How to Make a Mirror Rug {DIY Punch Needle Mirror} Full Tutorial & Video!

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Learn how to make a super trendy mirror rug in this step by step tutorial and video. I’ll show you how to make this groovy Tik Tok wall art the easy way!

Want to remember this? Post this punch needle mirror rug tutorial to your favorite DIY Pinterest board!

Pinterest pin for punch needle rug mirror post

What is a mirror rug you may ask? It’s basically a punch needle mirror frame. You punch the design, glue it to your mirror and add a backing material for added strength. It’s a really fun and easy DIY!

As soon as I saw the punch needle mirror rugs trending on Tik Tok, I new I had to make one. Have you seen them? So many beautiful colors! And the texture is to die for. I just love it!

How do you make a mirror rug?

One thing I noticed in these tutorials was they added an adhesive to the back of the punched fabric. If you’re new to punch needle, that step might trip you up and it doesn’t need to!

Punch needle loops seem like they would come out easily, but once you’ve punched the whole design they actually stay in really securely. This is because the pressure of all the loops of yarn pushing against each other locks them into place.

Related: 10 Beautiful DIY Punch Needle Decor Ideas

If you went out of your way to pull them out, you could, but generally that isn’t an issue (unless you have a pet or toddler that will be able to reach your mirror).

People have been making punch needle rugs for years with no backing glue and they hold up just fine! So for this mirror, it’s definitely not necessary.

Also, you’ll be hot gluing the punched fabric down to a piece of cardboard, so that’ll keep things in place if you’re worried. No need to glue it twice.

(This post may contain affiliate links. If you click one and make a purchase, I may receive a small commission at no extra cost to you. Read the disclaimer here. Thank you for your support!)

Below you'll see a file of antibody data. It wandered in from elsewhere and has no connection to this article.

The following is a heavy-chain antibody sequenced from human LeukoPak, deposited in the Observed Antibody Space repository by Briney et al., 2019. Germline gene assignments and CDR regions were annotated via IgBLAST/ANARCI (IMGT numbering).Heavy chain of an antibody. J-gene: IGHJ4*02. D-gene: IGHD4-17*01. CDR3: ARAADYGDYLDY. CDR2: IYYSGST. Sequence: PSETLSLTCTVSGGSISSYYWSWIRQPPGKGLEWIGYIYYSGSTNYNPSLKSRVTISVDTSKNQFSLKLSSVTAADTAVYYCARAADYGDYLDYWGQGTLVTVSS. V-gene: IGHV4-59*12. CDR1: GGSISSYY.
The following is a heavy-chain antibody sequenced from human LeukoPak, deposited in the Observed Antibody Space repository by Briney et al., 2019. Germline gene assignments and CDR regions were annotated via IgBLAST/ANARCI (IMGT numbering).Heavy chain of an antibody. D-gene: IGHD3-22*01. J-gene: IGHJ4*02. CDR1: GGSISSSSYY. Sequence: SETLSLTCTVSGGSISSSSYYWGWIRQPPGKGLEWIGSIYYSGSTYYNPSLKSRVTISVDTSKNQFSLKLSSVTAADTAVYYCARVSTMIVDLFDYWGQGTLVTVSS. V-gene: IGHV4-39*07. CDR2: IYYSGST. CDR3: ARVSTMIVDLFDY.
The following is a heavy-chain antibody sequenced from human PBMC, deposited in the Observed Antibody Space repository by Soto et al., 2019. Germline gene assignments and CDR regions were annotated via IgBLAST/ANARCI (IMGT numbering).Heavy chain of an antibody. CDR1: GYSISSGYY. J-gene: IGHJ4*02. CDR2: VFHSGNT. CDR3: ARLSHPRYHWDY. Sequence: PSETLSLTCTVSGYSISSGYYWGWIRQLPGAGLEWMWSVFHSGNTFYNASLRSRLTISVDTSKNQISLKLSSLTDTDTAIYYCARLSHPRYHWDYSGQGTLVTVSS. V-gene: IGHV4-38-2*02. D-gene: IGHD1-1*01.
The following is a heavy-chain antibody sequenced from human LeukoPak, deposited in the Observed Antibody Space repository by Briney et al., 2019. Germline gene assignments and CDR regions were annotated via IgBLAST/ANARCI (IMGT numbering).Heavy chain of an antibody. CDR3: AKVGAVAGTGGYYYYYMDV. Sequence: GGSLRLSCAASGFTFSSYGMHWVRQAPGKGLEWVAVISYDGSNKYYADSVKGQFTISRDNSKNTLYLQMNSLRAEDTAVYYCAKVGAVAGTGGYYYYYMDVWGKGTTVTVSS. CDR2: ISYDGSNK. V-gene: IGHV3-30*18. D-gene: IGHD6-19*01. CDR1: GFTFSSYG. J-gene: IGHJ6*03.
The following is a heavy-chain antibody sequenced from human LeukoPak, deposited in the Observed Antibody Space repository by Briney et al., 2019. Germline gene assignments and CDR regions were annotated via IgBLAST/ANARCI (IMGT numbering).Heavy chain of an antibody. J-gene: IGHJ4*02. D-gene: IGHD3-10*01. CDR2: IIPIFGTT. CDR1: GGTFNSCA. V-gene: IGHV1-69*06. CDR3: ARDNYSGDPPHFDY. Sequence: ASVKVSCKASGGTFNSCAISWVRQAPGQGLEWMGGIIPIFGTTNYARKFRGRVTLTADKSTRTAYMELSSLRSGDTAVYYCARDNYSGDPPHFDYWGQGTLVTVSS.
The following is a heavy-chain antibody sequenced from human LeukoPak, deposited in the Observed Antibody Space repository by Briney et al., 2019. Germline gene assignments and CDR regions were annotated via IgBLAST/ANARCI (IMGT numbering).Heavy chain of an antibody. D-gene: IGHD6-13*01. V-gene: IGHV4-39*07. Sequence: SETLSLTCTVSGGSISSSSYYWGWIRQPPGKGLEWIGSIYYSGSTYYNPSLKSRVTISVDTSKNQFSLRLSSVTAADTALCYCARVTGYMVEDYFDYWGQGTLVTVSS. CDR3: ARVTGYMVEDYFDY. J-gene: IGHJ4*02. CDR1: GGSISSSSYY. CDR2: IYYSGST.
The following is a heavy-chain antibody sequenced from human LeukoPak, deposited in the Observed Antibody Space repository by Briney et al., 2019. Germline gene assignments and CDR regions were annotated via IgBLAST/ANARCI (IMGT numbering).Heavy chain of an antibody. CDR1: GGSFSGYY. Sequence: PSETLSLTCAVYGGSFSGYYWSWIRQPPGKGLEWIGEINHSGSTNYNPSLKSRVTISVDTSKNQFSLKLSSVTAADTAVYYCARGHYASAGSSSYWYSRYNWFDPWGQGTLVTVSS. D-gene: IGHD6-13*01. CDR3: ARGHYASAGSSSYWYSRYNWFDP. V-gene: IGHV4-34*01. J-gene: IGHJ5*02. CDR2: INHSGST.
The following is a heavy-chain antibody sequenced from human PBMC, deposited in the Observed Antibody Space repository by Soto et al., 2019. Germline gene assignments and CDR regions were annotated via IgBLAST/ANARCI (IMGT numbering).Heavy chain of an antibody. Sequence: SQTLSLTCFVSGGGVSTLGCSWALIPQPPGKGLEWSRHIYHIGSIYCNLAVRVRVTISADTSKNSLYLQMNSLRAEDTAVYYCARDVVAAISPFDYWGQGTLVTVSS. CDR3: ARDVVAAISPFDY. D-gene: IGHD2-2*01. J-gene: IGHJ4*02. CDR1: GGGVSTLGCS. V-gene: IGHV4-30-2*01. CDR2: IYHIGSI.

finished punch needle rug mirror hanging on a light gray wall

Supplies you’ll need to make a DIY punch needle mirror rug:

  • Assorted yarn: bulky and worsted weight, acrylic, wool, and cotton, or any combo you have on hand. This project is a great way to use up random bits of yarn you have laying around! Here are a couple of my favorite places to get yarn:
  • Punch Needle(s): Since I was using bulky and worsted weight, I alternated between my Oxford #10 regular and #10 fine. The regular works with bulky yarns and the fine works with finer ones. You can use a different punch needle, as long as it works with your yarn.
  • Monk’s cloth: I used a piece large enough to fit in my 18″ x 18″ frame, so about 20″ x 20″
  • Gripper frame to stretch your fabric (or a wooden canvas frame and thumb tacks): my gripper frame is 18″ x 18″ and I made it myself.
  • 9″ Round Mirror (these have a hanger on the back)
  • Craft glue
  • Hot glue gun & glue sticks
  • Pen
  • Scissors
  • Straight edge and measuring tape
  • Cardboard for the back
  • Small piece of string for hanging

Related: Best Punch Needle Supplies (& Where to Find Them!)

Punch needle mirror rug tutorial:

Step 1: Drawing the guide lines

First, you’ll need to stretch your Monk’s cloth onto your gripper frame or onto a wooden frame with thumbtacks. You want your fabric to be drum tight, or tight enough that you can bounce a coin on it.

Once you have it nice and stretched, lay your mirror face down in the center and trace around it. Then, draw another circle inside that circle about 1/2″ or 3/4″ from the edge. This is where you’ll punch to and you need it to be far enough in that you have room to glue down your mirror to the back.

Now it’s time to draw the outer borders of your mirror rug. For the left side and the top, I just eyeballed where I wanted the edges to be and I used a wooden frame I had nearby as a straight edge.

Since the Monk’s cloth has guide lines every two inches it was easy to make sure my line was straight.

Then I used my tape measure to see how far away those lines were and marked that distance on the other sides so it was even.

After that I decided to round off the corners and I did that freehand. You could also use a glass or something to help make the curves straighter.